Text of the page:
The same supercomputing technology used to model nuclear weapons may also be used to simulate something equally complex, as far as Hollywood animators are concerned: a room full of extras.
IBM is now one year away from building the 65,000-node Blue Gene/L machine for the Lawrence Livermore National Labs in the US. With the underlying processor and system design for Blue Gene now essentially completed, IBM's attention is turning to software, according to the company, and in the last few months IBM has begun talking to users and software developers in a variety of industries to see where else Blue Gene's unique design may apply.
"We're asking ourselves new types of questions: Is Blue Gene capable of doing animation?" said Dave Turek, vice president of Deep Computing at IBM.
Already, Threshold Digital Research Labs, a digital animation company based in Santa Monica, California, has expressed interest.
"We're very, very interested in anything that increases the amount of horsepower we can put on a particular project," said George Johnsen, Threshold's Chief Animation and Technical Officer.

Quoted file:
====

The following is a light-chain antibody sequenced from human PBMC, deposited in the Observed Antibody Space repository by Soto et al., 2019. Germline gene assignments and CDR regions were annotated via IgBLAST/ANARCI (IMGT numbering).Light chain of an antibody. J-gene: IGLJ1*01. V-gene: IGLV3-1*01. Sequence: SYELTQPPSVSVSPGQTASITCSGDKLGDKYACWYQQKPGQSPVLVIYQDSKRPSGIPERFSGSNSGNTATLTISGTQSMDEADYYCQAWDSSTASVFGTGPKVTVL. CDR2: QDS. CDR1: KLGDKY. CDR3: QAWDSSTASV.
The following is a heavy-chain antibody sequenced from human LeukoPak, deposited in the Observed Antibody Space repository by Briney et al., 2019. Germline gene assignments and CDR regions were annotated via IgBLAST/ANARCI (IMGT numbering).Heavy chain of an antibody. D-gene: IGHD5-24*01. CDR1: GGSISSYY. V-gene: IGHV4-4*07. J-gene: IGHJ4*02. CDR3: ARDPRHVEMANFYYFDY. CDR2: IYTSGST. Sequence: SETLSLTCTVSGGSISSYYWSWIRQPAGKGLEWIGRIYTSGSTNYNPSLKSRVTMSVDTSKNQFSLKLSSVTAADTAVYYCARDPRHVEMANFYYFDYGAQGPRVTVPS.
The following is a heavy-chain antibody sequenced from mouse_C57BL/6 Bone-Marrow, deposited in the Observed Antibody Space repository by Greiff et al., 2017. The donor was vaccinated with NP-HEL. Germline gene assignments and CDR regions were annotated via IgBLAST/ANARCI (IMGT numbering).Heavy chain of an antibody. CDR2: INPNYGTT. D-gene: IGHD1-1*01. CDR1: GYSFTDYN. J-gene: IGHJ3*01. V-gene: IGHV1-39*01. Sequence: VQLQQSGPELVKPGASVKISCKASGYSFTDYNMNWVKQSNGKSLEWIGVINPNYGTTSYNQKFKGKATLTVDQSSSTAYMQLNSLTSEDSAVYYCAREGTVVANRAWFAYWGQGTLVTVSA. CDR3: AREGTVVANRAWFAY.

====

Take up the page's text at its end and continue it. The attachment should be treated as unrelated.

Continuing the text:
"We have tremendous interest from the outside world to try and get access to the machine," said Alan Gara, chief architect of Blue Gene. "If we really opened up the machine and said, 'Go ahead, everyone can have access to it,' we would be getting many more people. We're kind of throttling them back just because we can't handle them all right now."
By early 2005, when Lawrence Livermore's $100 million (around £55 million) Blue Gene system is up and running, it should easily eclipse Japan's 36-teraflop Earth Simulator – currently the world’s fastest computer - with an estimated maximum performance of more than 200 teraflops, Gara said. A teraflop is one trillion mathematical operations per second.
Blue Gene uses specially manufactured 700MHz PowerPC processors that are built with what IBM calls a "system on chip" design that is intended to consume minimal power. Blue Gene systems themselves are built into special racks that are tilted to maximize cooling efficiency.
Blue Gene's raw performance could have a dramatic effect on digital studios, which are constantly striving to outdo each other with animated effects, said Threshold's Johnsen. While studios may now be able conjure realistic-looking characters, such as the computer-generated Gollum in the Lord of the Rings movies, animating something that looks like a living human is a much more difficult.
"You know what the hard part is?" Johnsen asked. "A room full of regular folks. That's a hard challenge. I can make Gollums all day. Everybody can. I can give you dinosaurs, I can give you talking cars. All of that stuff is relatively easy with the current technology. But if I want to give you a human, that's a hard job. The audience is very sophisticated. They know what humans look like."